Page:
* Regular compliance monitoring to include spot checks and audits to identify repeated access attempts, repeated accesses of different accounts from the same IP address, unauthorized accesses, and violations of password policies. This could've likely prevented the breaches at all three ed-tech vendors;
* Timely deletion of student data when it is no longer needed to fulfill the business purpose; and
* Maintenance of data in a secure, password-protected environment which is encrypted at rest, so even if stolen, it's indecipherable.
These items are already covered in many cyber-security frameworks currently available, such as the National Institute of Standards and Technology's Cybersecurity Framework which has been widely adopted by the private sector.
Finally, it's worth noting that of the three vendors discussed, only Naviance took the Future of Privacy Forum's Student Privacy Pledge, agreeing to "maintain a comprehensive security program that is reasonably designed to protect the security, privacy, confidentiality, and integrity of student personal information against risks-such as unauthorized access or use, or unintended or inappropriate disclosure." In other words, two of the three ed-tech vendors were not even willing to commit to security precautions that could've prevented the breaches discussed above.
Then again, good intentions alone don't protect our children's personally identifying information. Even though Naviance took the pledge, they clearly failed to abide by it, highlighting the ultimate shortcoming of the pledge and an urgent need for greater accountability.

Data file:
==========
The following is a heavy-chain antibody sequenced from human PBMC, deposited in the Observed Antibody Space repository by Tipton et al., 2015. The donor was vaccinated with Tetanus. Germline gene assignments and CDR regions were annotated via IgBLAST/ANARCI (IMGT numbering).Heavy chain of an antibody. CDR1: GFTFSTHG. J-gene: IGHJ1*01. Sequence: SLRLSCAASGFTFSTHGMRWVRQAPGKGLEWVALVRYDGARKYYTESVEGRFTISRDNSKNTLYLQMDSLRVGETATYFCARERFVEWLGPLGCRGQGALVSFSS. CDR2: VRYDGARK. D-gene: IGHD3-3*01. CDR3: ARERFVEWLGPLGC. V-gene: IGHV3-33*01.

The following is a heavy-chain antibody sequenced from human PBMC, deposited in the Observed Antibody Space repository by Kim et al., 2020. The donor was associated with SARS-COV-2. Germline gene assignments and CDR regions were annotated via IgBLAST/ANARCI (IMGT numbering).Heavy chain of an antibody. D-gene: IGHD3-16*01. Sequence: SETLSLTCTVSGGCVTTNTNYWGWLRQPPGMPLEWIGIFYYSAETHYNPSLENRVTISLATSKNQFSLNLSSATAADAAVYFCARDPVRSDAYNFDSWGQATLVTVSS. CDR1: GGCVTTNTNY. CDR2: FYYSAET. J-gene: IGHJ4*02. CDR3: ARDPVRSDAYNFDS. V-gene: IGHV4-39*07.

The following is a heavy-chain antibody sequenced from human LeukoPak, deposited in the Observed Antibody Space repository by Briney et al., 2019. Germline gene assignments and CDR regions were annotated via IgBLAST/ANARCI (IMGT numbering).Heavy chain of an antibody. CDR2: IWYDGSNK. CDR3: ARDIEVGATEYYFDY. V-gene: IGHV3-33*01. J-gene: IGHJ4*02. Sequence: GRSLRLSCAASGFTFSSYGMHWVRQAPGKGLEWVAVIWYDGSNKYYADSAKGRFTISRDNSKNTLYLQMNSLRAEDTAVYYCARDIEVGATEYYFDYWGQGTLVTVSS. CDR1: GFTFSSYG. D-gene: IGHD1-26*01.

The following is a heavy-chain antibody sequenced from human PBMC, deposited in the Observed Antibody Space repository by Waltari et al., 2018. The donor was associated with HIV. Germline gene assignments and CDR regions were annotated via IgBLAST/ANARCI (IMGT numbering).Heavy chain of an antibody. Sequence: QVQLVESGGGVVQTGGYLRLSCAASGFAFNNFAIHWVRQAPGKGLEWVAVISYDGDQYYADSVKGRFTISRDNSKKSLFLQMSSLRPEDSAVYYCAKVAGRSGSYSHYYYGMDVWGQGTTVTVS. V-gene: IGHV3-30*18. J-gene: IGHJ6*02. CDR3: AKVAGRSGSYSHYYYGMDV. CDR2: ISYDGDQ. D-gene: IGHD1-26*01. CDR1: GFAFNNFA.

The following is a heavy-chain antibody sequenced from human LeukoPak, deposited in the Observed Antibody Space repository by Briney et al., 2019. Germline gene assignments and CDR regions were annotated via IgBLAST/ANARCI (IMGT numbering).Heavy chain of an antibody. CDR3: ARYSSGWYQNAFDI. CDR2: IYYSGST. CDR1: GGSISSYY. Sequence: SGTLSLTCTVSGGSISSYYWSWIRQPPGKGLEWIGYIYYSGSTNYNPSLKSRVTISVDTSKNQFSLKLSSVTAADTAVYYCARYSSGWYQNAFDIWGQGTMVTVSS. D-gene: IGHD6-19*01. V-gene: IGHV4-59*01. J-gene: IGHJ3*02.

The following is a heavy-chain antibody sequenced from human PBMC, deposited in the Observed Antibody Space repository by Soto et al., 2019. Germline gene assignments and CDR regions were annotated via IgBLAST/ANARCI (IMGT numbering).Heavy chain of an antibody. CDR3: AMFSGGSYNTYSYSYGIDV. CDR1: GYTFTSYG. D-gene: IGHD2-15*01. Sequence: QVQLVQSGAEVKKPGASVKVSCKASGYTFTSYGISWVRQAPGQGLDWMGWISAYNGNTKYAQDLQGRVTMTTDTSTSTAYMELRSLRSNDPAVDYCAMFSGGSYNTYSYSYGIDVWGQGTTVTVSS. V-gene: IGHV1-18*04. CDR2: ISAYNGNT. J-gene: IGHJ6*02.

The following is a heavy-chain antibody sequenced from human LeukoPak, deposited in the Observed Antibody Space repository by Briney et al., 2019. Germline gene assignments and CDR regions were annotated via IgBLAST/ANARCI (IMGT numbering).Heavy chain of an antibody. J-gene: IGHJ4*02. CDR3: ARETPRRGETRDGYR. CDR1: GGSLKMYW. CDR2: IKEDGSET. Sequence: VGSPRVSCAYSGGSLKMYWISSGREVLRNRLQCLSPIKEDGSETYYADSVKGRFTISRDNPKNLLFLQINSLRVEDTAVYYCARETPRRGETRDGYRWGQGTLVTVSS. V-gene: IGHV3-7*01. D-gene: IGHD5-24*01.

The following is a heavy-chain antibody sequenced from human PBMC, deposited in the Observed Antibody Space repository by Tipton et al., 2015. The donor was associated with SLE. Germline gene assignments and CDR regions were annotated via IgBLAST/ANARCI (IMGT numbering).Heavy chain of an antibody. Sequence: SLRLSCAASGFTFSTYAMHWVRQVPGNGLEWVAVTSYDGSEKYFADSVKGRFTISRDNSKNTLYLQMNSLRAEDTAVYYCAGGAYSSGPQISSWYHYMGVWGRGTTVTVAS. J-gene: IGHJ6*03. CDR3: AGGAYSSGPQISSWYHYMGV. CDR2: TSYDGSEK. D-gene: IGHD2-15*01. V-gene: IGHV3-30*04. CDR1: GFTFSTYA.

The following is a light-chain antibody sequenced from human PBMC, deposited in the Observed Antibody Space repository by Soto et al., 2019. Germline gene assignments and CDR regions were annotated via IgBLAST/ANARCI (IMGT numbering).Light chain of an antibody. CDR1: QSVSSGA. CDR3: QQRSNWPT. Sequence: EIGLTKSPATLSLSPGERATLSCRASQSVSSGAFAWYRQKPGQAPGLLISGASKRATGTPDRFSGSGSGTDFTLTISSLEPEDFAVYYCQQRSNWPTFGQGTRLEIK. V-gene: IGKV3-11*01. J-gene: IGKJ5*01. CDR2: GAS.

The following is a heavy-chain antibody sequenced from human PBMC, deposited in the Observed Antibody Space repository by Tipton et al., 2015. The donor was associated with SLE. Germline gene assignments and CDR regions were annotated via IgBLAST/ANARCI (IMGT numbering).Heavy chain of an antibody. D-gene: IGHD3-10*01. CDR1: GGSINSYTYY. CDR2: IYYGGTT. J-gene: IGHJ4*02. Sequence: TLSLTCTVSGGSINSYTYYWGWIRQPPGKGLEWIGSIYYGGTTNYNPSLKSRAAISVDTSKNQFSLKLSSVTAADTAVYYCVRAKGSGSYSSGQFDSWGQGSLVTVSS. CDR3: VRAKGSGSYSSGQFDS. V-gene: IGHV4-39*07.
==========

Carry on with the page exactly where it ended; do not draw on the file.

With or without the Student Privacy Pledge, the only way to truly ensure the privacy and security of our children's information is for ed-tech vendors to put their money where their mouths are and implement stronger security controls. Likewise, vendors need to implement a robust compliance monitoring program, including regular audits and spot checks. And they need to make the results of those reviews public, so that we can draw our own conclusions. Only through implementation of a compliance program-and transparency of the results-can ed-tech vendors begin to earn back our trust.
School districts must also do their part to help students protect themselves, such as through the use of de-identified accounts (an option that Montgomery County public schools already offers on an opt-in basis, but needs to be more widely publicized), which would minimize the harm of data breaches. School districts should also incorporate explicit compensation for students and penalties for ed-tech providers into vendor contracts, so that when a breach does occur, the vendor is held accountable.
If we do nothing, we should expect nation states to begin targeting our students through ed-tech vendors' systems. After all, the students of today are our government leaders and captains of industry tomorrow. They are an attractive target for a country like China, for example, which has the patience and strategic focus to plan ahead.
As a parent and a cyber-security professional, I'd prefer my children's data not go down this path. It's up to ed-tech vendors to step up and be proactive about delivering on their obligations.
Joel Schwarz is a senior principal at Global Cyber Risk, where he works as a consultant and attorney, and an adjunct professor at Albany Law School. He previously served as the Civil Liberties and Privacy Officer for the National Counterterrorism Center and was a cybercrime prosecutor for the Justice Department and the New York State Attorney General's Office, and Counsel on E-Commerce and Privacy for MetLife.